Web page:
Crazy Diets you Should Avoid

American showman P.T. Barnum once said, “There’s a sucker born every minute.” Whether they realize it or not, a lot of people are suckers when it comes to dieting. Desperate for a quick fix to their weighty problem, they abandon established ways to lose weight (like exercise and eating less) and instead pursue crazy diet plans that make no sense at all.

The allure of fad diets lies in the way they are packaged. They are endorsed by movie stars and other celebrities. Some have the names of “doctors” attached to them. They are simple to follow – they identify good and bad foods – and promise or guarantee dramatic results. They claim that you can eat what you want and still lose weight even without exercise. They provide people with instant solutions and instant gratification because some weight is lost. But what is often lost is water not fat and this is quickly replaced the next time you drink or eat.

“We want something and we want it now. Moderation, variety and balance in the diet takes effort, long-term commitment and lifetime change and people aren’t patient,” said Joy Short, an assistant professor of nutrition and dietetics at St. Louis University in St. Louis.

God’s Diet, for example, is a very restrictive diet that prevents you from eating the things God didn’t make. Dietitian Melissa Payne of the Orlando Regional Health Care in Orlando, Florida, describes it as a “radical” diet since it has a long list of foods to avoid, especially those containing sugar.

The Blood Type Diet recommends different diets for the different blood types since food is supposedly metabolized in a unique manner by each blood group. Type O people are said to be the “cro-magnon type” and should eat nothing but lean meat while type A individuals belong to the Roman Empire and should subsist on vegetables. On the other hand, Types B and AB can eat anything. Experts warn that Type O people who follow this diet are at risk of heart disease from consuming too much fat while excluding certain food groups in your diet can deprive you of essential vitamins and minerals that your body needs.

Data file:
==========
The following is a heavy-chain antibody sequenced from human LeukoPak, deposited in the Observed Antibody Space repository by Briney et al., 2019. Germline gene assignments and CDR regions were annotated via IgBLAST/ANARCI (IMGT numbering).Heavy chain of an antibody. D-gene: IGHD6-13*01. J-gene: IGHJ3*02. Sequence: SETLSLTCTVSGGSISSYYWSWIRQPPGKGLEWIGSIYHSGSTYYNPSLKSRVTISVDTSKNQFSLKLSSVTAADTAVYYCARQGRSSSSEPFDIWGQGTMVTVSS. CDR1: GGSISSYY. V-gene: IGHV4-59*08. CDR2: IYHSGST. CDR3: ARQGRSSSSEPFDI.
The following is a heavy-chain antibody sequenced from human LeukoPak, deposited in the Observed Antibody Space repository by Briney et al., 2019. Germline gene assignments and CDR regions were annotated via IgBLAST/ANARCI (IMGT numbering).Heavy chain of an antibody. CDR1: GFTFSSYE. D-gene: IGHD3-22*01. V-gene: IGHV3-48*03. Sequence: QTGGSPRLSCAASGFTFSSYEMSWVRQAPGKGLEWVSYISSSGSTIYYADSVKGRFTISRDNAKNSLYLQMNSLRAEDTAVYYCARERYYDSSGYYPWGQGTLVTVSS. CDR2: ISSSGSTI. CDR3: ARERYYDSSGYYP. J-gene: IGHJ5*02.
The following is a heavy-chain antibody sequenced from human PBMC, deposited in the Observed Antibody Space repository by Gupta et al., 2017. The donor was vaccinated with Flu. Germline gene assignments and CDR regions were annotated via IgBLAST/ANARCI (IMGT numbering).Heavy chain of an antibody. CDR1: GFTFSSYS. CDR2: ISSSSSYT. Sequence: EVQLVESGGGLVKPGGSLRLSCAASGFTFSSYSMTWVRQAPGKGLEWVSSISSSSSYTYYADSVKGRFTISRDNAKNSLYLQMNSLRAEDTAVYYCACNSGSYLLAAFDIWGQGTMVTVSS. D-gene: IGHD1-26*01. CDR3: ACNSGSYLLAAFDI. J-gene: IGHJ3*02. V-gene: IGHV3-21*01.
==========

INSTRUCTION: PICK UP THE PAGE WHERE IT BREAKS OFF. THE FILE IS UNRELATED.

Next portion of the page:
In the Grapefruit Diet, grapefruit is said to have fat-burning enzymes and will do all the work for you. Aside from one small, isolated study (that appears to have been sponsored by the citrus industry), there is no scientific evidence to support this ridiculous claim, according to Liz Neporent, trainer and author of “The Fat-Free Truth.”

To get back into shape following childbirth, Elizabeth Hurley supposedly followed the Caveman Diet. Proponents of this diet say that the modern practice of eating three meals a day is unhealthy. Only one meal a day is allowed similar to our prehistoric ancestors. The best time to eat is at night and your meal should consist of protein, carbohydrates, and vegetables. Experts say this diet is dangerous since you’re starving yourself to death.

In the Cabbage Soup Diet that is espoused by Sarah-Michelle Gellar, you eat nothing but cabbage soup for seven days along with fruits, vegetables, fish, and chicken. Proponents claim you can lose 10 pounds a week since cabbage soup keeps you full. While this diet is rich is anti-oxidants, it is unhealthy since weight loss is due to fasting and you can lose muscle mass as your body burns protein not fat.

Another variation is the Coconut Diet followed by Jennifer Aniston where you eat – surprise! – nothing but fat-rich coconut oil to lose fat (if you’re confused, so am I!). The menu consists of butter, egg yolks, meat fats, and lard. This diet will supposedly boost the immune system but it’s more likely to hurt your heart.

To lose weight, eat sensibly and don’t restrict yourself to certain foods like the above diets. Remember that there are no good foods or bad foods, only bad diets! All foods can be part of a healthy diet so there’s no need to limit your choices. 

 – Janet Martin

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